Charlottesville’s bus system, which also serves parts of Albemarle, is facing a “death spiral.”
Those are strong words — and they come from the system’s new director, Garland Williams.
All the more reason to take them seriously.
Ridership has been crashing, he reported. Five years ago, the Charlottesville Area Transit carried 2.4 million passengers. This year, the number is down to 1.8 million — and the hemorrhaging hasn’t stopped yet. CAT expects to lose another 100,000 riders next year.
CAT has gone through several route adjustments in that period: 2014, 2016, 2018. Some have been described as “minor” — but even minor changes can have significant impact at the passengers’ level.
Popular Route 7 was reduced in frequency from four times an hour to three, the result of budget cuts. (To its credit, CAT already had added Route 11, which reduced travel time from Fashion Square Mall in the county to downtown in the city.)
Last year, Route 9 saw a reduction in service, as had other routes before it.
And passengers have complained about repositioning of some bus stops, which — although not significant in terms of distance shifted, nonetheless resulted in passengers waiting in often muddy, slippery conditions and standing dangerously close to the edges of county roads.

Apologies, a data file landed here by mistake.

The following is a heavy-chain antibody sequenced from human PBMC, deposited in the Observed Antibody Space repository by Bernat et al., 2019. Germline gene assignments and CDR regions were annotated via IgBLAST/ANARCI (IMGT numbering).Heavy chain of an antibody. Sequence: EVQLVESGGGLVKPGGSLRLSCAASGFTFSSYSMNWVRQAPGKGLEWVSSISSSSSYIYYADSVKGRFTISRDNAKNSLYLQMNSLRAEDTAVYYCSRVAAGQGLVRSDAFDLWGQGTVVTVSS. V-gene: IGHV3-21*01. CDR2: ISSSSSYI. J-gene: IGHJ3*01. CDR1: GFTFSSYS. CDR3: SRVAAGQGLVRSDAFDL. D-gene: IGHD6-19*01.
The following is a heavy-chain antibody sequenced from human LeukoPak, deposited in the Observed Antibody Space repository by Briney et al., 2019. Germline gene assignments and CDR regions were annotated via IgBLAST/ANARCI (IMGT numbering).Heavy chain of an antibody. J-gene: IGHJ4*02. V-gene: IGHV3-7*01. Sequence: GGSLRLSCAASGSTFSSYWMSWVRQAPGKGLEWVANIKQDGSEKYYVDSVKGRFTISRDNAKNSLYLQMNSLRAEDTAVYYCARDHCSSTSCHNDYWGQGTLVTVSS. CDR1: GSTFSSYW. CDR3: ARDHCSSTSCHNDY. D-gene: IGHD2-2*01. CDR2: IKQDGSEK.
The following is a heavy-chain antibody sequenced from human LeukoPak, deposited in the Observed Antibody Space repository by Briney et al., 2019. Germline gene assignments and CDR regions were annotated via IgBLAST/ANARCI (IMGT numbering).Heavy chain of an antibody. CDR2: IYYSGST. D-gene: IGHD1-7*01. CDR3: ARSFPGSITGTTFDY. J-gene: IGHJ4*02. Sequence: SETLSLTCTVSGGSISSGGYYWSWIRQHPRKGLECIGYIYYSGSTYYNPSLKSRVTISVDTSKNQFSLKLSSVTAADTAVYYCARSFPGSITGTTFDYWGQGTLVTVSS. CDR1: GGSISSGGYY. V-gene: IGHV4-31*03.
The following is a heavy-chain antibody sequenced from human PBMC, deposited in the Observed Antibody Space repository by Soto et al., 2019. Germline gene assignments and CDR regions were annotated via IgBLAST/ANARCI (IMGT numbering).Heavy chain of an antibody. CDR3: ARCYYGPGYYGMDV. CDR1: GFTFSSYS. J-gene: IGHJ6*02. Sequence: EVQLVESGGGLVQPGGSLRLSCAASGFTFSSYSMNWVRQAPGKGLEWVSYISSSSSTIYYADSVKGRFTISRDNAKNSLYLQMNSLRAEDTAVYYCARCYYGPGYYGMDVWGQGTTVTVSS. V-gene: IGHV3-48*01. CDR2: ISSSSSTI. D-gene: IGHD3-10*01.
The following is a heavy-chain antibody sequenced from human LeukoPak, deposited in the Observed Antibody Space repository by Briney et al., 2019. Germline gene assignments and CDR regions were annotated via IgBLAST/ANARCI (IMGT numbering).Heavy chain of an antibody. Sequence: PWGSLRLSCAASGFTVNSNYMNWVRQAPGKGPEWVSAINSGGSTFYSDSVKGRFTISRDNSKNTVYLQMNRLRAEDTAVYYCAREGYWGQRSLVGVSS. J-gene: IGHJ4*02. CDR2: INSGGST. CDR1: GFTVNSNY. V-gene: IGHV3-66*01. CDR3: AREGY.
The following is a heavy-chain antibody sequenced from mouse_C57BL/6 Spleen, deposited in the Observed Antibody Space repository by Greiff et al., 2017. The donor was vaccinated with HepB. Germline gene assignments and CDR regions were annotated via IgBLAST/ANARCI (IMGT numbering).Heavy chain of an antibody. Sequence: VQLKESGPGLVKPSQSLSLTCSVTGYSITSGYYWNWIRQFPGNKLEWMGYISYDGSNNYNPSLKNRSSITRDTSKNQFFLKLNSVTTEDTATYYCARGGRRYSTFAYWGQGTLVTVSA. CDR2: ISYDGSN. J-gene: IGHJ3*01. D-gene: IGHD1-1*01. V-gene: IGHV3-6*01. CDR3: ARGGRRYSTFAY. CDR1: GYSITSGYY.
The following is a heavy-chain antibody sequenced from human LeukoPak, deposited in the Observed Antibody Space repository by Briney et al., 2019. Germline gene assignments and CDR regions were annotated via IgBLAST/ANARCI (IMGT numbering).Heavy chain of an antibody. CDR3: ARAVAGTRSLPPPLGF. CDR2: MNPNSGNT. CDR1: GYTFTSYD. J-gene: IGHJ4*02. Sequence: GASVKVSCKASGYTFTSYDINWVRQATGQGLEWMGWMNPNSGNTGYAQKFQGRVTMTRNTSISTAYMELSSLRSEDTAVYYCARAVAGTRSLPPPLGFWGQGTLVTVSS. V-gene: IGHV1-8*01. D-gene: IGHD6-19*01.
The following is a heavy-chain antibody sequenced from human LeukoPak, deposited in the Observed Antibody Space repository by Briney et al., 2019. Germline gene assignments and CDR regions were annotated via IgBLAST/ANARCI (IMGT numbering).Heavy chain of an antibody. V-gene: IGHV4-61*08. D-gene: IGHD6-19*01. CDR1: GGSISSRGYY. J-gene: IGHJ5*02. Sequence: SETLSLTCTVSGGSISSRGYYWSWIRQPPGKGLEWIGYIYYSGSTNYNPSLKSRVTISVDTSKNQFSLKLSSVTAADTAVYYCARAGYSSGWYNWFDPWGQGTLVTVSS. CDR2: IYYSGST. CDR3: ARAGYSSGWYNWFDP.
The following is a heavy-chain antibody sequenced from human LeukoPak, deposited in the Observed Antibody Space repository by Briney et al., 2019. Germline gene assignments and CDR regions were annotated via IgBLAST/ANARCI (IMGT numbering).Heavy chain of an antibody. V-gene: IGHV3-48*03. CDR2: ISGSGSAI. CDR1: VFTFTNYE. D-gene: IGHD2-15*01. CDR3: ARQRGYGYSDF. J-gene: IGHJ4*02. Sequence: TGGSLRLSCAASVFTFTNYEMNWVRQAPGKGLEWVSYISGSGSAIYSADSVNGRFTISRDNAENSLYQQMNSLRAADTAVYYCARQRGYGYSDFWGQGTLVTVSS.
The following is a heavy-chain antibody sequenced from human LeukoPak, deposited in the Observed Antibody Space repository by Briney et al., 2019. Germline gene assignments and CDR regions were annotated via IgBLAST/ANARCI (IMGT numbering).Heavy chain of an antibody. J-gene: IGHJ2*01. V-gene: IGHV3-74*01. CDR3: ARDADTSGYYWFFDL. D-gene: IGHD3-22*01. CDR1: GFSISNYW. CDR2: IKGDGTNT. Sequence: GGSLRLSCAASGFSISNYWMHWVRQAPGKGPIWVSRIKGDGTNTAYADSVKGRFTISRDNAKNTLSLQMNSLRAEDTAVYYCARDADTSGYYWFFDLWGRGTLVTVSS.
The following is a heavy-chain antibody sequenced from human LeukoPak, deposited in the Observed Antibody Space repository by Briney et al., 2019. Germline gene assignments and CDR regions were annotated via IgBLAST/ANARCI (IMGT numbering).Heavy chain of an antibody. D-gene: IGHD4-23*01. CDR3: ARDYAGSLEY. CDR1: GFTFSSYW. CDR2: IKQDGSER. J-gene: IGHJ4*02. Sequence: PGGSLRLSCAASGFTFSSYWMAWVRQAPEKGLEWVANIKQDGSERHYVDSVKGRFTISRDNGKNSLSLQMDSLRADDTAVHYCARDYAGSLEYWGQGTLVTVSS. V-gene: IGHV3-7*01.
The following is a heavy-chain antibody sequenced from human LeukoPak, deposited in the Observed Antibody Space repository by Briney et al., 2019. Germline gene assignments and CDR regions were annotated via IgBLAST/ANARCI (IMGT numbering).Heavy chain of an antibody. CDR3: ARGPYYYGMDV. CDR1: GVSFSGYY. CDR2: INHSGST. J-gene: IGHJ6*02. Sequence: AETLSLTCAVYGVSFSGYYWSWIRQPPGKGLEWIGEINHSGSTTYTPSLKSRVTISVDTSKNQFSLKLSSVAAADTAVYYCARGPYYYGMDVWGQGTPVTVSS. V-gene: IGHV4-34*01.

And there’s more.
In 2014, new fare boxes were installed with the aim of improving fare collections and providing a more accurate way to track ridership. But Mr. Williams said the boxes are unreliable. So CAT might not know precisely how many people are riding and paying their fares.
Yet there’s a problem in getting rid of the boxes: They were purchased with federal funds under a requirement that they be used for 10 years; CAT has another five to go.
While CAT is staring at a “death spiral” of reduced ridership, a completely different problem looms. Like many people in the city, people in the urban ring of Albemarle County might be willing to ride the bus more consistently — if they could depend on it to get them where they want to go, when they need to be there.
County leaders have been pressing CAT to improve and even increase services to meet this perceived demand. There also have been frequent suggestions to create a truly regional transit authority with greater coordination with the University of Virginia bus system and with JAUNT, which provides paratransit and bus services across multiple jurisdictions.
Mr. Williams said: “I’ve got to fix what we have first before we talk about doing anything bigger or grander.”
Sounds reasonable — maybe. But if “fixes” include even more cutbacks in service, CAT is likely to see its death spiral intensified as even fewer passengers find that it meets their needs.
CAT’s director did agree, however, that it makes sense to serve growth areas, many of which are in the county — perhaps hinting at an area of possible expansion.
We suspect that CAT needs new routes and improved services to reverse its decline — which could be expensive initially. But that’s a possibility local governments must face if they want CAT to survive and thrive.